In one or more embodiments, the Count or Count Limit may be displayed either intermittently or continuously. In an intermittent example, when the patron's credits reach a pre-determined amount or after a pre-determined amount of play or when the patron requests the patron's player card or when the patron requests a cash out, a display or announcement may apprise the patron that the patron may be eligible for an award after another x number of plays. The visual, audible, or written report may indicate that play must be continued within a pre-determined amount of time, such as one hour, one day, one week, one month, etc. in order for the patron to retain the current count. If play is not recommenced within the pre-determined timeframe by the patron then the Count or Count Limit may be reset to the default initial value.
In one or more embodiments, player points may be accrued or bonuses won or granted in addition to the rewards as described herein. For example in parallel and independent of the rewards processes and systems described herein, player points may accrue conventionally through accumulations based on amounts of play and various bonuses awarded included mystery bonuses which may be triggered randomly, pseudo-randomly, or upon an event unknown to the patron, bonuses triggered by an event such as a jackpot win, and progressive bonuses, all or any of which may be funded from portions of coin-in or funded by the operator such as with marketing or advertising dollars.
In one or more embodiments, the player-centric rewards as described in the processes and systems herein may be funded as a portion of coin-in or by operator self-funding such as marketing dollars or by advertisers' prize contributions which are provided in return for advertising exposure, such as a Pioneer Widescreen TV or a Mercedes Benz automobile.
In one or more embodiments, a patron may receive an award directly or indirectly. For example, a patron may receive an award directly in the form of cash or a non-cash prize given at the game. Alternatively, a patron may receive an award indirectly by crediting the player's account as in the example of a cash prize or providing a patron with a notice for redemption in the case of a non-cash prize. A notice for redemption (or advisement that an award has been granted and may be redeemed, etc.) may be displayed to the patron while playing the game or after presenting the patron's player card to a machine or person after the notice has been associated with the patron's player card, etc.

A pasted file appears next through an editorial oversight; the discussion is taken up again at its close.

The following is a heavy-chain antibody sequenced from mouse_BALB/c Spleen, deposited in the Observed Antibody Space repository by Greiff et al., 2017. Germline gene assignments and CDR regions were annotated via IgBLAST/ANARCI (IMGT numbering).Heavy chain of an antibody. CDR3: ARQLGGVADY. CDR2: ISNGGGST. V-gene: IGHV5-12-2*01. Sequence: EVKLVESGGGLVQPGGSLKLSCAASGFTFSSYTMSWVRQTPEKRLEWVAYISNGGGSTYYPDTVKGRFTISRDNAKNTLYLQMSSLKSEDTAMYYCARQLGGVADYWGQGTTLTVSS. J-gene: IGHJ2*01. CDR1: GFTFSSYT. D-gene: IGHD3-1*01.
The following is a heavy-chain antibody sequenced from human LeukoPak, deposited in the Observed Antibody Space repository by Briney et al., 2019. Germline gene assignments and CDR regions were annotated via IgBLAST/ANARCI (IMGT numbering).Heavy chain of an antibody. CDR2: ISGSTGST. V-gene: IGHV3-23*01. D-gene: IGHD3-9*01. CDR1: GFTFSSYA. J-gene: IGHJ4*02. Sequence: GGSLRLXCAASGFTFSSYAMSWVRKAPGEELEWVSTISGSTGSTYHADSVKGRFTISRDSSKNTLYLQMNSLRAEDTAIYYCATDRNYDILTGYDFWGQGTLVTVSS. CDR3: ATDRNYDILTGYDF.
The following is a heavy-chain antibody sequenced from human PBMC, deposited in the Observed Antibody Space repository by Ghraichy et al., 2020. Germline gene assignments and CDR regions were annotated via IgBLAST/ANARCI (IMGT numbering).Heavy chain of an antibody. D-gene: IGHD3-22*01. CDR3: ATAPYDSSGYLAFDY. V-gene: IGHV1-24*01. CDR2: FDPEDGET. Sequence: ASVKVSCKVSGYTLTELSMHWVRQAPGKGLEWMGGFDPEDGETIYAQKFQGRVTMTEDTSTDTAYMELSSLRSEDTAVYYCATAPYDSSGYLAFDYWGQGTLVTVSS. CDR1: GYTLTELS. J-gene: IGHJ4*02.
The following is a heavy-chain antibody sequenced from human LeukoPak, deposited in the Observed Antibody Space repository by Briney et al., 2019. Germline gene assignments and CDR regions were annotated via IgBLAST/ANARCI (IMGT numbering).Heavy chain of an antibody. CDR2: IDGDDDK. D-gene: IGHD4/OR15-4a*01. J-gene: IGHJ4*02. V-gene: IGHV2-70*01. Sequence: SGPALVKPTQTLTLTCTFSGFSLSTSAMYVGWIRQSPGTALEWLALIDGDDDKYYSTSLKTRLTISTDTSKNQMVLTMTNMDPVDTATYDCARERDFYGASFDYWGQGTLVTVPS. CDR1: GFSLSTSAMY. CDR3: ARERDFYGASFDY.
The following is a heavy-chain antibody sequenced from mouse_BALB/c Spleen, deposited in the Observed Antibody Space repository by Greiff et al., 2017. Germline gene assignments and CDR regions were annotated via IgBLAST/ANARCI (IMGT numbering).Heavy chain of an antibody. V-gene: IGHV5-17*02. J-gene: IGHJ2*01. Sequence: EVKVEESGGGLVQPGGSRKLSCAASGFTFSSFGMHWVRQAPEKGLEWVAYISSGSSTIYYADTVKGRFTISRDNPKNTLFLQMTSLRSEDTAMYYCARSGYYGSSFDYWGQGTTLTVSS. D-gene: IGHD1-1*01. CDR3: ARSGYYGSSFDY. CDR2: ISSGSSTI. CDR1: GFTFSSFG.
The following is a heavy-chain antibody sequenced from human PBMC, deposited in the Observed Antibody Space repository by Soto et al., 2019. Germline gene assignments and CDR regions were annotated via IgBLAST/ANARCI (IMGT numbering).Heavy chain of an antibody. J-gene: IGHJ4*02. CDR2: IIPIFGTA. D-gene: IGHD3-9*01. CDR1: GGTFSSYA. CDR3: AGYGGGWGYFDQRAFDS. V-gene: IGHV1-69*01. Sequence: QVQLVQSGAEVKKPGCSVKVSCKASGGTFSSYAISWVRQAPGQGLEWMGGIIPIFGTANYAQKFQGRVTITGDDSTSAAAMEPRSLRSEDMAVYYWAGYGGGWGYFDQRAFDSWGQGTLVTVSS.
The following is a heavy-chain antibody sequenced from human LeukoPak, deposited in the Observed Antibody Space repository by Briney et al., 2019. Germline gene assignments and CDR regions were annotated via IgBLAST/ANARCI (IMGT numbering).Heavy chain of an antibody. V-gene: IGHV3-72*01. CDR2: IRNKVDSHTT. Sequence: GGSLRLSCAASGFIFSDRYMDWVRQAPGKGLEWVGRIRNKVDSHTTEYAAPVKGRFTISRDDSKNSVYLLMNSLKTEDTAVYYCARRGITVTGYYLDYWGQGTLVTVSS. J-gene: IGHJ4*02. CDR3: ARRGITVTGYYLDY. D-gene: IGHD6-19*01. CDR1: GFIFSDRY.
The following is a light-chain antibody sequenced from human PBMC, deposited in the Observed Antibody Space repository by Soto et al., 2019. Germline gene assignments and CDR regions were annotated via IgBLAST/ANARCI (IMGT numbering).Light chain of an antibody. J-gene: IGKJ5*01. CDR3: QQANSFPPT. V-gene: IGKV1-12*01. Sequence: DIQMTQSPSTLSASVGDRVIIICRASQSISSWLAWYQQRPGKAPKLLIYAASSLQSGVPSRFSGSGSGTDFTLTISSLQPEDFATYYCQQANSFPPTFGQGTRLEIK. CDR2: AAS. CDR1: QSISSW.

In one or more embodiments, a patron may be given an opportunity to select from a range of prizes for which the patron is eligible. The patron may be notified visually or orally and may make a selection accordingly. The range of prizes may include cash, credit, services and/or tangible prizes.
In one or more embodiments, the referred to prior art award associated with a game, independent of a particular player, may have a Count and/or Count Limit associated with it and an award may be granted or offered to a patron in addition to and independent of the patron's personalized Count and/or Count Limit and rewards associated therewith. The game Count and/or Count Limit may be unknown or made known to a player. In the case of an unknown game Count and/or Count Limit, once a pre-determined amount of gameplay is met, then the award may be granted to an eligible patron such as a mystery award. The patrons may be generally aware of the rewards available but not specifically as to the game upon which the patron plays. In other embodiments, the patron may be notified of the game Count or Count Limit to incentivize the patron to continue playing.
In one or more embodiments, the patron and/or game Count or Count Limit may be pre-determined by the operator or may be randomly or pseudo-randomly established for one or more award categories. Additionally, prizes or their respective categories may be pre-determined by the operator or may be randomly or pseudo-randomly selected, as for example in the case of sweepstakes drawings. By introducing the random or pseudo-random element, larger prizes may be offered at more infrequent intervals as compared to lesser prizes, which may add another level of excitement and opportunity for the patrons.
In one or more embodiments, the prizes may be in the form of restricted or unrestricted credits. In either case, the credits may be credited to the patron's player account or directly to the game where the patron is playing. In the case of restricted credits, a patron may not directly exchange them for cash and may only use them for wagering on one or more games; whereas, unrestricted credits may be exchanged for cash.